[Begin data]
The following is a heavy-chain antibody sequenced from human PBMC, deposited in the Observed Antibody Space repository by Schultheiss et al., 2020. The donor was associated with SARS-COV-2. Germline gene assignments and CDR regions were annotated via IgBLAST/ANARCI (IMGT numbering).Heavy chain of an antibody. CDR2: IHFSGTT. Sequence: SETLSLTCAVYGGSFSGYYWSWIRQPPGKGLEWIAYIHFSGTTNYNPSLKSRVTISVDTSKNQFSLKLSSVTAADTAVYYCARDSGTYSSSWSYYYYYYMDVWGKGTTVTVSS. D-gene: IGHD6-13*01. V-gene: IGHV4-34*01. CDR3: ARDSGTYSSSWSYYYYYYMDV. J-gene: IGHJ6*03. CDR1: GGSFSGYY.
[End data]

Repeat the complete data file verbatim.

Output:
The following is a heavy-chain antibody sequenced from human PBMC, deposited in the Observed Antibody Space repository by Schultheiss et al., 2020. The donor was associated with SARS-COV-2. Germline gene assignments and CDR regions were annotated via IgBLAST/ANARCI (IMGT numbering).Heavy chain of an antibody. CDR2: IHFSGTT. Sequence: SETLSLTCAVYGGSFSGYYWSWIRQPPGKGLEWIAYIHFSGTTNYNPSLKSRVTISVDTSKNQFSLKLSSVTAADTAVYYCARDSGTYSSSWSYYYYYYMDVWGKGTTVTVSS. D-gene: IGHD6-13*01. V-gene: IGHV4-34*01. CDR3: ARDSGTYSSSWSYYYYYYMDV. J-gene: IGHJ6*03. CDR1: GGSFSGYY.